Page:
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6 Personality Traits Of High-Performing Women

Sheryl sandbergJustin Sullivan/Getty ImagesSheryl Sandberg is the chief operating officer of Facebook and one of the world’s most powerful women.

What does it take to get to the top?

It’s a question that most professionals grapple with — particularly women, who are dramatically underrepresented in top leadership positions.

Researchers at talent management consulting firm Caliper wanted to find out if there are certain personality traits associated with women’s leadership success, as well as challenges that hold them back.

They asked 85 women at the senior vice president level or above who managed a functional area like marketing, research and development, and sales, to take a personality assessment and a series of surveys about their success in 15 different performance areas.

They found six personality traits that were associated with higher performance ratings. Here are the traits, with a brief summary of each provided by organizational psychologist Thomas E. Schoenfelder, Ph.D., the senior vice president of Research and Development at Caliper:

Assertiveness: Being straightforward in your communication style

Aggressiveness: Bringing in a constructive, emotional element to move projects forward

Empathy: Being able to understand and relate to the feelings of others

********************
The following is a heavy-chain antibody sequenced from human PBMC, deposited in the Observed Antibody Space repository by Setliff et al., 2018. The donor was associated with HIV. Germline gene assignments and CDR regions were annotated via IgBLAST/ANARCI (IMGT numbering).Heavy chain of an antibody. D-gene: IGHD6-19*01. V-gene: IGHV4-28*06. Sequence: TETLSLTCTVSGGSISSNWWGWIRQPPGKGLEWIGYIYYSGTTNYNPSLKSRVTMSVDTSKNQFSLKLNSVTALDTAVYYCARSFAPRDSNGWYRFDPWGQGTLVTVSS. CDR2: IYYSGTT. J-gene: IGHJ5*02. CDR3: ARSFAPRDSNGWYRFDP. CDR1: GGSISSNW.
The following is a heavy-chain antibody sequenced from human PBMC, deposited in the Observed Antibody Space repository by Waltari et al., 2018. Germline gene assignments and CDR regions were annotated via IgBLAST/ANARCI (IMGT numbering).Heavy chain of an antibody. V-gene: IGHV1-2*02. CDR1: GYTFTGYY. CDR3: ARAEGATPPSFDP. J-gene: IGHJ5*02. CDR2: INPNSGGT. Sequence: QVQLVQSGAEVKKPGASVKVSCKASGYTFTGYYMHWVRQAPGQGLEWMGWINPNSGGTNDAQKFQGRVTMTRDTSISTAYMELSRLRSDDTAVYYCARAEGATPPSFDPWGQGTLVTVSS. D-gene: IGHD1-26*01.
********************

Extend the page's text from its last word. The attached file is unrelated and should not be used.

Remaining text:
Ego-Strength: Being resilient and able to overcome challenges

Stress Tolerance: Being comfortable in high-stress environments

Energy: Bringing vitality and enthusiasm to your work

It seems a woman who has a straightforward communication style, is resilient and able to handle stress, and is able to relate to others may be best positioned for leadership success in the modern workplace.

On the other hand, the researchers found a negative relationship between self-rated performance and being accommodating. “Accommodation is the degree that you want to be helpful and liked by others,” says Schoenfelder. “People with a high level of accommodation struggle in leadership” because success relies on influencing others.

A common challenge that women face is a phenomenon known as “stereotype threat.” It was first identified in the 1990s among minority groups taking standardized tests. If they were alerted to their race before the test, it tended to have a negative impact on their scores.

By the same token, if you make women aware of the negative stereotypes of women in leadership, they aspire to leadership less, Schoenfelder says. When that happens, women’s lowered aspirations are based on the stereotype that leadership isn’t feminine rather than their own ambitions.

Counter to the traits of high-performing women, he says that wanting to follow the rules, being less assertive and less empathic, and having a negative reaction to stress makes women more vulnerable to stereotype threat.

The best defence? Self-awareness, says Schoenfelder.

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